Powerful in Purple on World IBD Day

Written by: Nancy Greig, Health Policy and Public Affairs Officer, the ALLIANCE

Published: 20/05/2015

Nancy Greig looks back on World IBD Day and what is changing for people who live with IBD across Scotland.

Tuesday 19th May was World IBD Day, a day for everyone affected by Inflammatory Bowel Disease (IBD) to stand up, take action, raise awareness and support the 300,000 people in the UK and millions more worldwide living with Crohn’s Disease and Ulcerative Colitis.

People were urged to mark the event by wearing purple and asking family, friends and colleagues to wear purple and to share stories and photos on social media using the hashtags #worldIBDday and #purplepower.

But why purple and why powerful? In my opinion, as someone who was diagnosed with ulcerative colitis as a young adult and has spent a huge chunk of my working life in and out of hospital, having life altering surgery and managing what can be an extremely isolating and stigmatising condition, those affected often feel hidden and from society and policy makers and in turn, powerless. World IBD Day marks an opportunity to take back that power.

What is IBD?

The two most common forms of Inflammatory Bowel Disease (IBD) are Crohn’s Disease and Ulcerative Colitis (UC). In both of these fluctuating long term conditions parts of the digestive system become sore and inflamed, bringing a host of debilitating symptoms.

Who is affected and how?

About 1 person in 250 in the UK has Ulcerative colitis or Crohn’s Disease and this could be an underestimate, with higher rates in Scotland around 1 in 200. That means that almost every time you walk into a room or in every workplace there will be someone who is directly or indirectly affected by IBD.

Why therefore, when the condition is more prevalent than better known long term conditions such as MS and Parkinson’s disease, do the public and the media persist in referring to IBD as a rare condition? There is little doubt that this is a result of shame and stigma. The reality is that people still do not like toilet talk and see open discussion of these issues as ‘oversharing.’

What is happening in Scotland?

I was delighted to be asked to join the Crohn’s and Colitis UK Scottish IBD project as a patient representative in 2013. The project, part funded by the Scottish Government’s Clinical Priorities Unit with the objective of developing a national strategy for IBD services, aims to advance quality of IBD care through a planned approach with Board, patient and clinical engagement. Two work streams in NHS Highland and NHS Greater Glasgow and Clyde  have been developed following a service mapping process which involved people  with IBD and the project has been co-produced  at all stages with people living with IBD.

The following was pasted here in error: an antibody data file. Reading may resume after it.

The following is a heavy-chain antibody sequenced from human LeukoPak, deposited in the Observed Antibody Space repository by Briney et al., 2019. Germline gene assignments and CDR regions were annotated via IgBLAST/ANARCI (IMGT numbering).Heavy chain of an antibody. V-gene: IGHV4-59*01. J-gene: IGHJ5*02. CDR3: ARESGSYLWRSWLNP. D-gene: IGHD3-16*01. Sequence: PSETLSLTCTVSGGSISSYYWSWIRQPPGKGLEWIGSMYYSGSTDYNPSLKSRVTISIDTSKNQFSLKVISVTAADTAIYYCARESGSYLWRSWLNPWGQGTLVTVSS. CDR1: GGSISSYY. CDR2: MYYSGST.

For me, the opportunity to be part of this project, which is ensuring continual focus on alignment with the Scottish Government’s 20 20 Vision and Quality Strategy has been personally cathartic as well as an opportunity for professional development.

When I had cause, in 2012 to complain about the failings of my local hospital’s IBD service (which had led to costly unplanned admissions and emergency surgery), I followed the frankly draining and traumatic route of the NHS complaints system. What I found was a complete lack of understanding at a systems level of person centred care and the psycho-social aspects of the condition and worryingly, a set of IBD Quality Standards which lacked ‘teeth’ due to the absence of any managed clinical network for IBD in Scotland. The ‘Taking the Standards Forward in Scotand’ project now provides an opportunity for people like me, once silenced, to wield #purplepower.

The new guide My Crohn`s and Colitis Care identifies the top 10 essentials of a good IBD service, outlining how  people with IBD can work in partnership with the health professionals supporting them to manage their condition and care and empowering them with knowledge of how best to manage their condition.

Talking about the reality of IBD

World IBD day has brought the topic of these life limiting conditions into a very public sphere with a range of activity including a major push by Crohn’s and Colitis UK for its supporters to use World IBD Day badges and banners on  social media, blogs and websites.

To my mind, social media has been key to the recent drive, from people living with these conditions towards self empowerment and greater visibility. Grassroots campaigns such as #GetYourBellyOut where people posted ‘selfies’ of their stomachs online complete with scars and ostomy bags have been transformational in their capacity to show that IBD and associated surgery can not only be survivable, but a source of pride and that peer support via an online community can be one of the most powerful supports for effective self management.

Likewise the #stoppoobeingtaboo campaign led by blogger Sam Cleasby gained a huge amount of coverage. Sam wrote an open letter after explaining how she was fed up with being judged for using accessible toilets with no ‘visible’ disability.

These developments are extremely encouraging, gradually dragging IBD into the twenty first century from being a dirty secret to an issue that those affected, health professionals and the public can discuss without shame or embarrassment. This is a slow process, but one which I believe is gathering pace. We are still a long way away from it being a ‘sexy’ cause that most people want to donate to and there is still much to be achieved to ensure equality of access to high quality IBD services and a wide range of treatment options, but I know that people with IBD have the power to make that happen.

More information about World IBD Day.

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